Dorian Wood (she/her/they/them) is a multidisciplinary artist based in Los Angeles. Her intent of “infecting” spaces and ideologies with her artistic practice is born from a desire to challenge traditions and systems that have contributed to the marginalization of people. Wood has performed at institutions that include The Broad, Los Angeles, CA (2018), REDCAT, Los Angeles, CA (2019), Los Angeles Contemporary Exhibitions, CA (2010), Museo Nacional Del Prado, Madrid, Spain (2019), the City Hall of Madrid, Spain (2015), Teatro de la Ciudad Esperanza Iris, Mexico City, Mexico (2019), Museum Folkwang, Essen, Germany (2017), Mousonturm, Frankfurt, Germany (2014), Kampnagel, Hamburg, Germany (2014) and Moods, Zurich, Switzerland (2019), and at festivals that include Pacific Standard Time, Los Angeles, CA (2011). From 2019 to 2020, Wood completed several successful international tours with their chamber orchestra tribute to Chavela Vargas, XAVELA LUX AETERNA. In 2022, Wood debuted their tribute to the singer Lhasa De Sela, entitled LHASA, at the Festival Internacional de Arte Sacro in Madrid. For more information, please visit www.dorianwood.com.
Design and Visual Artists
Jane Brucker uses installation and performance to engage the viewer through contemplation, movement and ritual activity. In large installations and intimate, small-scale sculpture, she touches on the poetry of existence by examining memory, fragility, and death. Combining found objects and heirlooms with other materials—textiles, wood, glass, and cast metals—she reveals her strong tactile sensibility while simultaneously exploring the visceral and the spiritual. Her work has been featured at venues throughout the United States and internationally, in Nepal, Germany, Scotland, France, Japan, Netherlands and the Czech Republic. Time spent alone as an artist-in-residence at the Scottish Sculpture Workshop Winter Residency in Darkness and Isolation; DRAWinternational in Caylus, France; and Künstlerhaus Schloss Plüschow, Germany contributed to her ongoing interest in contemplation. Her education includes a Master of Fine Arts from The Claremont Graduate University; a Master of Arts in Religion and the Arts from The Claremont School of Theology; and in 1987 she attended Skowhegan School of Sculpture and Painting, For more information, please visit www.janebrucker.com.
Yasmine Nasser Diaz is a visual artist whose work frequently occupies the domestic sphere to explore the boundaries of cultural identity. Staging familial memories in nostalgic recreations of home, her work nods to both tradition and technological change and is often deftly punctured by powerful feminist and social critique. Using a variety of media from collage and fiber etching to video and immersive installation, she mines personal archives to probe the nuances of third-culture identity, often drawing upon the frictions experienced between the individual and the collective. Diaz’s work has been featured at the Getty Center, the Los Angeles County Museum of Art, Station Beirut in Lebanon, and the Poetry Project Space in Berlin. Her works are included in the collections of LACMA, the Arab American National Museum, and the University of California. She is the recipient of the Harpo Visual Artists Grant, the California Community Foundation Visual Artist Fellowship, and the University of Michigan Efroymson Visiting Artist Residency in Ann Arbor. For more information, please visit www.yasminediaz.com.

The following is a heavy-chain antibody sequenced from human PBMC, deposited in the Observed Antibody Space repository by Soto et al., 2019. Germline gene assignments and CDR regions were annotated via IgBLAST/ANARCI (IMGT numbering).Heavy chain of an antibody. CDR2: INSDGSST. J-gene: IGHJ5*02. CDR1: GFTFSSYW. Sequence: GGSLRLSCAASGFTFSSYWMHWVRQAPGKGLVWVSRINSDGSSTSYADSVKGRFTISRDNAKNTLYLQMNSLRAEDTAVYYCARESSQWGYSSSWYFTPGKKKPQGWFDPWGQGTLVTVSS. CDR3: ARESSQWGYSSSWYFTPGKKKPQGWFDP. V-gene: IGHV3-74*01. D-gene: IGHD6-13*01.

Mariah Garnett’s films and installations deconstructs the conventional hierarchy between filmmaker and subject, a mode that has historically been the purview of directors who possess economic, racial and gender privilege. Garnett is a 2019 Guggenheim Fellow in Film/Video and holds a Master of Fine Arts from CalArts and a Bachelor of Arts from Brown University. Recent solo exhibitions include Contemporary Arts Museum, Houston, Commonwealth + Council, a 10-year survey of her work at the LA Municipal Art Gallery, and Sundance Film Festival, 2021. Her work has been featured in The New York Times, The New Yorker, Art Forum, Bomb among others and has screened and exhibited internationally at The New Museum, Brooklyn Academy Of Music (BAM), REDCAT, Made in LA (Hammer Museum Biennial), The Metropolitan Arts Centre (Tate Belfast), CPH:DOX, Hot Docs, NY Film Festival, and BFI London. Garnett is an Assistant Professor of Media at University of California San Diego, and lives and works in Los Angeles. For more information, please visit www.mariahgarnett.com.